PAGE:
Results from the visits are shared during a town hall type meeting. Photos are used to reinforce comments made by the visiting team. Following the meeting, communities identify or prioritize opportunities and select work projects.

16 communities in NW Kansas have participated in First Impressions. Eight more are in the process of forming teams and preparing to conduct exchange visits. In the Post Rock District, Downs, Smith Center, Lincoln, Natoma, and Lebanon are benefiting from engagement in the program.

The immediate impacts of First Impressions are the call to action and engagement of community volunteers, the development of improved communication between residents and community organizations, and the increased awareness of the community’s attributes. As communities implement projects, impacts will become more significant when citizen engagement is increased, communities become more inviting, and youth are involved in the development and implementation of projects.

For more information or to participate please contact K-State Research and Extension. The Northwest Kansas contact is Nadine Sigle, NW KS K-State Research and Extension Community Vitality - nsigle@ksu.edu (785-346-6256).


The Kansas PRIDE Community Toolkit

The Kansas PRIDE Community Toolkit is for Kansas PRIDE Communities at all levels, whether your group is new, reorganizing, restructuring, or getting back into gear. The toolkit can be offered as a regional workshop update, or it can be broken down into modules for short presentations at local meetings. The toolkit modules include:
  • Money Matters – fundraising myths, approaches to fundraising, fundraising in a recession, developing a plan, tracking your dollars, 501 c 3 or community foundation approach, grant proposal tips
  • Staying on Target – vision and mission of your organization, communicating your objectives, strategies, creating an action plan and elevator speech
  • Achieving Success through Volunteers – motivations behind volunteering, recruitment, and reviewing the ISOTURE model
  • Benchmarking Your Success – promotion of your work, celebrating your success! 
To  learn more about Kansas PRIDE and the Community Toolkit visit http://kansasprideprogram.k-state.edu/ or email  PRIDE@ksu.edu



Monday, May 16, 2016

Head scab may be a problem in your wheat.

-Sandra Wick, Crop Production Agent

Well, we have certainly been experiencing some crazy weather around the area.  From thunderstorms, tornadoes and high winds to hail and torrential rains, the wheat has really had some strikes against it. Although, the rains have been a welcome site, with that has brought on stripe rust with many fields having a fungicide applied.   Now there could be potential for fusarium head blight or more commonly known as head scab that might develop.

Scab is usually first detected soon after flowering and infected heads turn white, while the leaves and stems may remain green. Sometimes, the portion of the stem directly below the head can turn a chocolate brown color. Often, only part of the head is attacked, giving heads a white and green appearance.   The outer covering for the wheat kernel or the glume can be salmon-pink color and the scabby wheat kernels are shrunken and chalky or pink in color as well.

The scab fungus infects not only wheat, but also corn, oats, barley, and sorghum along with various
other grasses. On sorghum, it causes stalk rot while on corn, the disease is called ear rot and it infects through the silks. Corn appears to be the major source of the overwintering infection which can start the epidemic in the spring. If conditions are dry during flowering, infection generally will not occur. Although the fungus can be carried in the seed, it appears that crop residue is the major source of the infection.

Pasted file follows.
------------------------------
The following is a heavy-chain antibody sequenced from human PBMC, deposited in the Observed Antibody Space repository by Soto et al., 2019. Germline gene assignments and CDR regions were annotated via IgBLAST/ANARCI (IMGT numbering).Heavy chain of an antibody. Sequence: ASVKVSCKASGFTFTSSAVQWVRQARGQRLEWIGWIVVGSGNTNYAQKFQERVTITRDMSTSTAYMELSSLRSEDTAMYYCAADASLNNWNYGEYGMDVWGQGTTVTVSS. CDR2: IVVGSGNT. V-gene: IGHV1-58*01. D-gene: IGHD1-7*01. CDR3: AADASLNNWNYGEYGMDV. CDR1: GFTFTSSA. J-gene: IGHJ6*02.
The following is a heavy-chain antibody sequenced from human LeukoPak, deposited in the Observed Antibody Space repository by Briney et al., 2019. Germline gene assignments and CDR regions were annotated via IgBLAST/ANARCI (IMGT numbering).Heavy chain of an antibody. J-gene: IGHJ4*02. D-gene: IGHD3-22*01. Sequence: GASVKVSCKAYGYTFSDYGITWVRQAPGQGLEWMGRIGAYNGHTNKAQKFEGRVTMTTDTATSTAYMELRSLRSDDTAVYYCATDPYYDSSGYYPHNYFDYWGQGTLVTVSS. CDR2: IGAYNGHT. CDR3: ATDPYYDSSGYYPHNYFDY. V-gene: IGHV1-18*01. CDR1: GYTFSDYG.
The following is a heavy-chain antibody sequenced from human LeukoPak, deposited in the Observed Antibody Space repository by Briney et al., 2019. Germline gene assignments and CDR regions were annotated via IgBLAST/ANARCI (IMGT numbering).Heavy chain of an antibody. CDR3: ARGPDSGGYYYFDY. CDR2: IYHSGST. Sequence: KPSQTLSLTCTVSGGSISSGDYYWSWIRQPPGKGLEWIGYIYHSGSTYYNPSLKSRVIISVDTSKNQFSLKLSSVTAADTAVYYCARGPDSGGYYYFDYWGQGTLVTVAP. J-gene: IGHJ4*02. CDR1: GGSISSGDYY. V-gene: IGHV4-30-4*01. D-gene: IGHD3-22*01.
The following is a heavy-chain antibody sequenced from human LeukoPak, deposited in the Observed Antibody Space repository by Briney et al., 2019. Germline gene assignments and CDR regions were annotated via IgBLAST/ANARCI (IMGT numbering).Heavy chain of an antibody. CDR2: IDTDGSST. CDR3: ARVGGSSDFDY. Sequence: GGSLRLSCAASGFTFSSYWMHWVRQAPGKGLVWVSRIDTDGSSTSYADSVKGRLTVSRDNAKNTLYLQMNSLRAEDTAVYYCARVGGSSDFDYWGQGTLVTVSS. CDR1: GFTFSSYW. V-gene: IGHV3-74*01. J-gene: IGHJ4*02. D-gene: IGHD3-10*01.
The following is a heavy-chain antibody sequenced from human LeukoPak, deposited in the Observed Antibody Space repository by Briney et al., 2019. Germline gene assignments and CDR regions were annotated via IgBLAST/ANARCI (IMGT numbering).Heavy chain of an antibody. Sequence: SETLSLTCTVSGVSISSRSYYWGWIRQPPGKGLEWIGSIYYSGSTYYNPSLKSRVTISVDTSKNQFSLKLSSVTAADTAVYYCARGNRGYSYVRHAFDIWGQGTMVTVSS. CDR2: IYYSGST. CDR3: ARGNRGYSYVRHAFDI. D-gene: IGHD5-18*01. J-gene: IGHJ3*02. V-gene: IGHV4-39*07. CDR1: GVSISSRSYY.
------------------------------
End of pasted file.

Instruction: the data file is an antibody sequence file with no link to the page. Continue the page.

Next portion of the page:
So the recent rains along with forecasted high relative humidity are the two most important ingredients that may initiate head scab development. 

Specific fungicides can suppress the head scab infection from 35 to 50%, depending on the active ingredient in the fungicide.  The key word here is “suppress”, which means reduces not eliminates or controls.  There are very few wheat varieties that have resistance to head scab.  However, crop rotations that avoid planting wheat into corn stubble may be helpful in some years when favorable conditions are present.  Seed treatments are just not effective in preventing head blight, but they may prevent seedling blight if scabby wheat must be used as seed. Several commercial treatments may somewhat increase the germination of scabby seed. The scabby seed should be cleaned very thoroughly and germination should be tested prior to use. At harvest, the percentage of scabby kernels can be reduced by setting the combine fans higher during harvest. This will help blow the light, scabby seeds out the back of the combine.  Yield loss is related to the percent of heads which are infected and the severity of the infection.  Scab often causes reduction in test weight and are counted as "damaged" in the grading process.


For further information on disease management in your wheat, contact any Post Rock Extension District Office in Beloit, Lincoln, Mankato, Osborne or Smith Center.

Friday, May 6, 2016

Are You Preserving it Safe?

Ashley Goudey- Nutrition, Food Safety and Health Agent


Do you preserve food or would you like to can using the pressure canning method?  Before you preserve your produce and meat, it is extremely important to make sure that you are using tested recipes and that your equipment is tested.  If food is not preserved safely, this can cause deadly bacteria to grow in your food.  We are a reliable and trusted source for canning information and canning recipes.  If you have any questions about food preservation, please contact any Post Rock
Extension Office.

             It is recommended that your pressure gauge is tested every year.  Now is the time to bring your gauges into our offices to be checked to ensure you are safely preserving your food.  You can bring your dial gauge at any time but we have scheduled special days that we will be testing.

To ensure that your dial is tested on the day provided below, please have the dial in the office before this day and it will be ready to pick up the day after with recommendations.  We also have many preservation resources available for your canning needs!

Mankato office: May 10th and July 6th
Lincoln office: anytime
Beloit office: May 26th and July 8th
Osborne office: May 12th and July 6th
Smith Center office: June 9th and July 8th


          You are encouraged to contact your local extension office with any questions about food preservation.  You can also email Ashley at agoudey@ksu.edu.  Watch for a second round of dial gauge checks coming this fall!